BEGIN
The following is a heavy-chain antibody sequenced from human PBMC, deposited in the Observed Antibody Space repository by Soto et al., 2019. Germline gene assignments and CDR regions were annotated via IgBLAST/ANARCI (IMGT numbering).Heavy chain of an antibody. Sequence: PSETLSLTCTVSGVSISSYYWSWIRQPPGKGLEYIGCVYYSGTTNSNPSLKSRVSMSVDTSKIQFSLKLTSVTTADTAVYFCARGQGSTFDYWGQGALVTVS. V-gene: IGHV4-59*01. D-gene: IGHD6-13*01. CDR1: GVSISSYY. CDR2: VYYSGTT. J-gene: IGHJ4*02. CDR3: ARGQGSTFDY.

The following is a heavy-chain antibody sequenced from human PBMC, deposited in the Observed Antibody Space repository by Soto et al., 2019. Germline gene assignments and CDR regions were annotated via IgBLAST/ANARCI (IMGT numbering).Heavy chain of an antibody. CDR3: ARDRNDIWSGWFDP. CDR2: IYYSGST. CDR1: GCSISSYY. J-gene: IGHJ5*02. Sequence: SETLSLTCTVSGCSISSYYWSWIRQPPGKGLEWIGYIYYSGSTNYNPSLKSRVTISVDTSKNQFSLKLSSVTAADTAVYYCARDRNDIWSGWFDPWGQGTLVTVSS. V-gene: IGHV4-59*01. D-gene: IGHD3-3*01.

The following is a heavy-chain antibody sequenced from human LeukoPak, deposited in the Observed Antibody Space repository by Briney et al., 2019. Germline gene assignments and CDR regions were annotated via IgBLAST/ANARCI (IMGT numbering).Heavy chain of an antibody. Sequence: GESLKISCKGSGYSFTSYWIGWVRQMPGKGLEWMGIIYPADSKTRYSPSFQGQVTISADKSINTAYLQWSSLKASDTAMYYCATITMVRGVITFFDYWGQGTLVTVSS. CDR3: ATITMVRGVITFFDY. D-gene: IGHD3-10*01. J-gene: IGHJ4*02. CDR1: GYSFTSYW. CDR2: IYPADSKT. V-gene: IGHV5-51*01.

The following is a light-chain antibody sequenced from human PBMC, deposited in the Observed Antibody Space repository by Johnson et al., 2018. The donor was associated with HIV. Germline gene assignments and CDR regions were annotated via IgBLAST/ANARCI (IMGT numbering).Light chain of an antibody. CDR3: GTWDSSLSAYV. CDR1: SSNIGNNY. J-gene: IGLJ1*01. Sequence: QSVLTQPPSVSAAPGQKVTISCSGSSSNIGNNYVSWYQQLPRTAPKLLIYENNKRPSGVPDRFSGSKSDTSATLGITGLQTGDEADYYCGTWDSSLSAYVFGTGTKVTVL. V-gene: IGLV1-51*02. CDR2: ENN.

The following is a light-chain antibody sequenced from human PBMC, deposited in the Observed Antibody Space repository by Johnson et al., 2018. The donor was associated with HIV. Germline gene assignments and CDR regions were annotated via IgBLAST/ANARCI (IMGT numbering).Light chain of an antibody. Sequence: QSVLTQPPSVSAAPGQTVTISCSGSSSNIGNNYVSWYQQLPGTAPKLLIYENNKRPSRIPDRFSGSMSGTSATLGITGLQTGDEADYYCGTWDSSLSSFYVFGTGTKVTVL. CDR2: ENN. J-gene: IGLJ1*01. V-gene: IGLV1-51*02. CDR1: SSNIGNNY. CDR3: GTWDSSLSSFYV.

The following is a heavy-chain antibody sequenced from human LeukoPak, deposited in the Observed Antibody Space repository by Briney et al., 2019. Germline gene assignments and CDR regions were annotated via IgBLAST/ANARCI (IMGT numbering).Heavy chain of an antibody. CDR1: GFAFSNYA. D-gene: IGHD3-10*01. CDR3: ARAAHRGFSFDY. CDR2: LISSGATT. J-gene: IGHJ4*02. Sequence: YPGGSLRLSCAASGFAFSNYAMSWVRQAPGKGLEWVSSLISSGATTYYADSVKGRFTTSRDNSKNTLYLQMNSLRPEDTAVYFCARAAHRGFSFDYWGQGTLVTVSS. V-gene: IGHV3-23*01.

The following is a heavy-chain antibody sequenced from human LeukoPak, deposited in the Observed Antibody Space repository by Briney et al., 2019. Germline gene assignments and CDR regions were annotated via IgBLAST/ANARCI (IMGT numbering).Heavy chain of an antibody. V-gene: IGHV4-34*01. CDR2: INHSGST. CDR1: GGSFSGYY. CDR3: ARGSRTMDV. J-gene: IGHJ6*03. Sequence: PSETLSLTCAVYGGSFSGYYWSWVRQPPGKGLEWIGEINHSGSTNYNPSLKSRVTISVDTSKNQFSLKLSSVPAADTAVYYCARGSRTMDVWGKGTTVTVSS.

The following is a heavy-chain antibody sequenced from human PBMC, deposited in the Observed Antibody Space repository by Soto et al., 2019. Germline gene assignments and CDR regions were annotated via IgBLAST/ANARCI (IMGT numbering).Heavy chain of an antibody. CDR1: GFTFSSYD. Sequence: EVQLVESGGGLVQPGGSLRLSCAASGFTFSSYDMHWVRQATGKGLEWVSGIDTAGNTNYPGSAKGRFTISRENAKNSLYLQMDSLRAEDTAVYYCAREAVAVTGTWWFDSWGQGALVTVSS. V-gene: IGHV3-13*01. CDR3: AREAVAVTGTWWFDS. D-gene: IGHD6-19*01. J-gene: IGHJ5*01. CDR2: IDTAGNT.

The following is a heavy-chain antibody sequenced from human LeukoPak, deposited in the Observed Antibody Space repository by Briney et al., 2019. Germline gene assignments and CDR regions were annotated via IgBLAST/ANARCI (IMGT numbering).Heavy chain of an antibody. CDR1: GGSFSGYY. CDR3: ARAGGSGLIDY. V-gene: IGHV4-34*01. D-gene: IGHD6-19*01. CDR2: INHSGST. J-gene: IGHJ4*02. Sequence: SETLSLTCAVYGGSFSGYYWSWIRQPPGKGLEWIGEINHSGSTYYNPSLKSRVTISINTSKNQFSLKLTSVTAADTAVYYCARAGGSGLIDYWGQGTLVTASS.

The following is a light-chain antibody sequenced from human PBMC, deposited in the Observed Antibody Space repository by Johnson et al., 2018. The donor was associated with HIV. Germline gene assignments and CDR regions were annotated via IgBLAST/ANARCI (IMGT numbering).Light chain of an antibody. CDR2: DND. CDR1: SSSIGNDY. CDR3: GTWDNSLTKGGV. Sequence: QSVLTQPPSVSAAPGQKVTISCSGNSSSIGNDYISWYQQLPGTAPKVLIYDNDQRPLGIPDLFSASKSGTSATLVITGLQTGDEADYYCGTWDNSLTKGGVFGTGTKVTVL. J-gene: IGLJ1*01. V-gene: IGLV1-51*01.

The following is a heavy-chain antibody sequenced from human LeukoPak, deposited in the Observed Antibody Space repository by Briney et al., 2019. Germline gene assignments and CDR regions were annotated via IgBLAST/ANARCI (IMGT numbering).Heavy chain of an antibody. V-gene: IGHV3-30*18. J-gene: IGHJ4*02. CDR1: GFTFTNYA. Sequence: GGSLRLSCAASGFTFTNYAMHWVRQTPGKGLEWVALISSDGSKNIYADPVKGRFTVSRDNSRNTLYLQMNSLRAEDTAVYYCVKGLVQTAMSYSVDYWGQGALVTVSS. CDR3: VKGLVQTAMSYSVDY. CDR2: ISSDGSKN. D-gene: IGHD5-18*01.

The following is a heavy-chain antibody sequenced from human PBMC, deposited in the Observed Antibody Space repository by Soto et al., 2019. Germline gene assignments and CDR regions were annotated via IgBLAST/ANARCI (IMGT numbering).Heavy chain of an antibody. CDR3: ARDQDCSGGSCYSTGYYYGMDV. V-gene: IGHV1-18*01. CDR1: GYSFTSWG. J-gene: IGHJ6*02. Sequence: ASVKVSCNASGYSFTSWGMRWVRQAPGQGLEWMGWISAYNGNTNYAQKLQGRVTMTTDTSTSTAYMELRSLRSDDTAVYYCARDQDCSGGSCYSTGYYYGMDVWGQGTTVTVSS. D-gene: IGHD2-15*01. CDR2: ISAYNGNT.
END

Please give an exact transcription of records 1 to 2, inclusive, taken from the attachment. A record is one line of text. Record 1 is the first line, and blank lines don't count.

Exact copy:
The following is a heavy-chain antibody sequenced from human PBMC, deposited in the Observed Antibody Space repository by Soto et al., 2019. Germline gene assignments and CDR regions were annotated via IgBLAST/ANARCI (IMGT numbering).Heavy chain of an antibody. Sequence: PSETLSLTCTVSGVSISSYYWSWIRQPPGKGLEYIGCVYYSGTTNSNPSLKSRVSMSVDTSKIQFSLKLTSVTTADTAVYFCARGQGSTFDYWGQGALVTVS. V-gene: IGHV4-59*01. D-gene: IGHD6-13*01. CDR1: GVSISSYY. CDR2: VYYSGTT. J-gene: IGHJ4*02. CDR3: ARGQGSTFDY.

The following is a heavy-chain antibody sequenced from human PBMC, deposited in the Observed Antibody Space repository by Soto et al., 2019. Germline gene assignments and CDR regions were annotated via IgBLAST/ANARCI (IMGT numbering).Heavy chain of an antibody. CDR3: ARDRNDIWSGWFDP. CDR2: IYYSGST. CDR1: GCSISSYY. J-gene: IGHJ5*02. Sequence: SETLSLTCTVSGCSISSYYWSWIRQPPGKGLEWIGYIYYSGSTNYNPSLKSRVTISVDTSKNQFSLKLSSVTAADTAVYYCARDRNDIWSGWFDPWGQGTLVTVSS. V-gene: IGHV4-59*01. D-gene: IGHD3-3*01.